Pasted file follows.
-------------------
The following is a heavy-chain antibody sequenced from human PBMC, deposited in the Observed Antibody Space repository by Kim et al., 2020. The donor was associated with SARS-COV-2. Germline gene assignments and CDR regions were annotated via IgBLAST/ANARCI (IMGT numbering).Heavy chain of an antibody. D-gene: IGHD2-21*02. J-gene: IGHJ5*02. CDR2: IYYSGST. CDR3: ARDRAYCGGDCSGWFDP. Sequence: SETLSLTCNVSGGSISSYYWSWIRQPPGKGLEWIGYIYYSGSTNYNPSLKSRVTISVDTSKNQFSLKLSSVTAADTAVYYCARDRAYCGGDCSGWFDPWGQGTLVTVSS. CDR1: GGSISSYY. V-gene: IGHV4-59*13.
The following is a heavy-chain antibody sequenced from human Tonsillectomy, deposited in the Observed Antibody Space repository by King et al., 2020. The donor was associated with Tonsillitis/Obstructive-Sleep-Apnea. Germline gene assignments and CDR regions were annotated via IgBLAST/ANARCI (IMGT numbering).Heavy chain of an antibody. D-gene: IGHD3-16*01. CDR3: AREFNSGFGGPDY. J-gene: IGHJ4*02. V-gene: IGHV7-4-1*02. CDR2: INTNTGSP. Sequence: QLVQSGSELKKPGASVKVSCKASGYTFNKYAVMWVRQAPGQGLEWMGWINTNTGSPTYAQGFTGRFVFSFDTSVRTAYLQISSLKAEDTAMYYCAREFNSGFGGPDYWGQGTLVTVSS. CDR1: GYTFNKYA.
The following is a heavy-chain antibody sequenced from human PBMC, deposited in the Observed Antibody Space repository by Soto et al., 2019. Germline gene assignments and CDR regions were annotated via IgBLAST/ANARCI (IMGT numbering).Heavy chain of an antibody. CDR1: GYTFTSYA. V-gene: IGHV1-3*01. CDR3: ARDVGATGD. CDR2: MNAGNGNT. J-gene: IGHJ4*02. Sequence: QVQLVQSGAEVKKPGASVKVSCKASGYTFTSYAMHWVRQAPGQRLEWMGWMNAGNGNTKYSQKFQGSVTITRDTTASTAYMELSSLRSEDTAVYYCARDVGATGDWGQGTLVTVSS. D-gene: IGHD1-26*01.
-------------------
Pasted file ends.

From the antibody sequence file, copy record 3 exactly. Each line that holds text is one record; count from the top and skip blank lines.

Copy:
The following is a heavy-chain antibody sequenced from human PBMC, deposited in the Observed Antibody Space repository by Soto et al., 2019. Germline gene assignments and CDR regions were annotated via IgBLAST/ANARCI (IMGT numbering).Heavy chain of an antibody. CDR1: GYTFTSYA. V-gene: IGHV1-3*01. CDR3: ARDVGATGD. CDR2: MNAGNGNT. J-gene: IGHJ4*02. Sequence: QVQLVQSGAEVKKPGASVKVSCKASGYTFTSYAMHWVRQAPGQRLEWMGWMNAGNGNTKYSQKFQGSVTITRDTTASTAYMELSSLRSEDTAVYYCARDVGATGDWGQGTLVTVSS. D-gene: IGHD1-26*01.